Fig. 4: Image Editor - Color
Palette (partial view)
To download Aniedit.zip visit my "utilities" page
CHANGE .ANI INTO .CUR FILES:
It depends on the cursor editor you own.
|If you own Icon Forge, Icon Easel, Icon Edit Pro, Take ONE :|
Open the ANI file with the Animated Cursor Editor. Select the single frame you want to convert into a cur file and save the frame as cur file using the "Save As" - menu.
|If you own the Microangelo 98:|
Open the ANI file with Microangelo Animator. Choose the frame you want to convert into a cur file. Select the entire grid area using the tool "Selection Rectangle". Then use the copy function - "Edit/Copy".
After that start Microangelo Studio and open a new file ("File/New"). Choose the option "Cursor" then and paste the selected area with "Edit/Paste". Finally save this frame as cur using "File/Save as".
Open the ANI file with the Animated Cursor Editor. Select the single frame you want to convert into a cur file and double-click on it. The Image Editor starts. If you don't have the Image Editor, download Aniedit from my site, where this program is included. After that save the frame as cur file with the menu "File/Save As".
Remark: Aniedit doesn't work with 256-color or High/True Color cursors.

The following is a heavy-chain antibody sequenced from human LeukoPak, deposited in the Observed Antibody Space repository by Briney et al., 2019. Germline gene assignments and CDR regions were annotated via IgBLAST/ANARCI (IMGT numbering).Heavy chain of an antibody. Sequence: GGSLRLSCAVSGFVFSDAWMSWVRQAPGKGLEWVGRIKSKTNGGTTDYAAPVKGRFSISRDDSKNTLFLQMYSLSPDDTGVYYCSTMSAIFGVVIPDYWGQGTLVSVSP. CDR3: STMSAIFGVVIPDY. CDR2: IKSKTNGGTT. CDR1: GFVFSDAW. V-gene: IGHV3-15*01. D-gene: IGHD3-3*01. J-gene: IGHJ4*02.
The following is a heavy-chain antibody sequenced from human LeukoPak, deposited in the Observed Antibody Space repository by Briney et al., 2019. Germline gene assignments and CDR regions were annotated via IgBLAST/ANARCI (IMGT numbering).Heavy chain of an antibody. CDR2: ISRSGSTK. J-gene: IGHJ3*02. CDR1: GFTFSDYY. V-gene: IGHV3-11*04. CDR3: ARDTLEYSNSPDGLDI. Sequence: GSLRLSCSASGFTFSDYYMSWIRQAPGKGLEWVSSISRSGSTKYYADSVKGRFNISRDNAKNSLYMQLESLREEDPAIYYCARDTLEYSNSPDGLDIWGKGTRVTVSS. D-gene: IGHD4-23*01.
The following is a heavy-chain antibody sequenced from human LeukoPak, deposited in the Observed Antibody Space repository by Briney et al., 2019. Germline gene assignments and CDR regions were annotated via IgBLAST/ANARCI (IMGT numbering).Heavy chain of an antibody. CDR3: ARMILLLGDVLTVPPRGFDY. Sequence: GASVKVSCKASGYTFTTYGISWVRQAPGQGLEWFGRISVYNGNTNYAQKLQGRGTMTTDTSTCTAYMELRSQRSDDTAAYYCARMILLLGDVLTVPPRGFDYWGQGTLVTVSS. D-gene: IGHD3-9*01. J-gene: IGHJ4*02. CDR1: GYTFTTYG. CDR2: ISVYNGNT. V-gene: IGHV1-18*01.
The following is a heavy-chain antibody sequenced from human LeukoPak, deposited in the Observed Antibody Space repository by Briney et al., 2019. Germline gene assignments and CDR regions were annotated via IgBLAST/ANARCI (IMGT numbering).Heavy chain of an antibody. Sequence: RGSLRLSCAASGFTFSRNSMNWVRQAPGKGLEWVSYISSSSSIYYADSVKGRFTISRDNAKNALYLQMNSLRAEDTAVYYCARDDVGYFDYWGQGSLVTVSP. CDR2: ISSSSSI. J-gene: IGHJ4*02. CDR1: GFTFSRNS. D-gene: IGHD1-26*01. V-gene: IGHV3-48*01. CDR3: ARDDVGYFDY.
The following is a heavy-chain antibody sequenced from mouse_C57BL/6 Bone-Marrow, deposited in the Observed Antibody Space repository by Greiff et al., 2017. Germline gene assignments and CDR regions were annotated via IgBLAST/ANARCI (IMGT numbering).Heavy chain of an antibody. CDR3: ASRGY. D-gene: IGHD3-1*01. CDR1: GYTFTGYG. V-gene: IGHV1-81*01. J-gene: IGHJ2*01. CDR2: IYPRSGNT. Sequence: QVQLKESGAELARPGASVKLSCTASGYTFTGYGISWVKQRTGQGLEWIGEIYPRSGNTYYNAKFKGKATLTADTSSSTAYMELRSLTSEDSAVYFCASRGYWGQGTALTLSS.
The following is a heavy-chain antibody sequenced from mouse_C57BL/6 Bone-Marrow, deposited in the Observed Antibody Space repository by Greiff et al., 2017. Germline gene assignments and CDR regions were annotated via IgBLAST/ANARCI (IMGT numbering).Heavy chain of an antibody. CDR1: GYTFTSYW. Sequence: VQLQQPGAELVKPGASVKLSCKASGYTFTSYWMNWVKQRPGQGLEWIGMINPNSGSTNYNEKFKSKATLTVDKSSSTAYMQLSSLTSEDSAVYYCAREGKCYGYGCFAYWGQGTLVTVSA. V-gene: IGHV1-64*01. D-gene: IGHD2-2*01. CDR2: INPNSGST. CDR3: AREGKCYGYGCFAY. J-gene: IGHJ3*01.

Open the ANI file, copy the frame you want as cur, open a new static cursor and paste the frame.
Open the ani file using a cursor editor, select the frame you want to have as non-animated cursor, remove all the other frames and save the file with the remaining single frame as ani file. Install this file as ani file and.... it's an non-animated cursor !
You can download the cursor editors via my utilities page.
CHANGE .ANI INTO ANIMATED GIF's:
It's possible to convert animated cursors into animated GIFs and the other way round using Take ONE and Pro Motion. Please visit the Take ONE homepage and the Pro Motion homepage for further information. A good freeware software is AniTuner.
ANIMATED DESKTOP ICONS:
There's a little program that animates icons on the desktop. You can also use GIF files or animated .GIF files on the desktop. It's called Icon Hear-iT 98. More information and download on the Icon Hear-iT 98 homepage.
SPECIAL WIN NT PROBLEMS:
|Unfortunately True Color cursors don't run|
properly on Win NT machines where they
display spoiling black pixels instead of
transparent pixels. As long as there aren't
any transparent parts it's no problem.
in Windows 98
in Windows NT
In all Windows versions excepted NT you can use 'oversized' cursors of all color depths. In oversized cursors there's a moving hotspot in each single cursor frame (not only in the top left corner). But on your desktop the hotspot doesn't move, so the the remainder of the cursor frame moves around the steady hotspot and for this reason the cursor appears to be 64x64 pixels instead of the normal 32x32 pixels in case you place the hotspot in each frame corner by turns (Fig. 5).
Win NT allows oversized cursors too on principle, but only for cursors of up to 256 colors. For True Color cursors there's always a 32x32 pixels surface area. This means: it's not the remainder of the cursor frame which moves, it's the hotspot itself (Fig. 6).
Some cursors on Dierk's list were created with this oversize effect. Win NT users cannot see this effect / use this cursors as long as they are True Color cursors - most of them are not.
Fig. 5: Win XP over-
Fig. 6: Win NT oversized
True Color cursor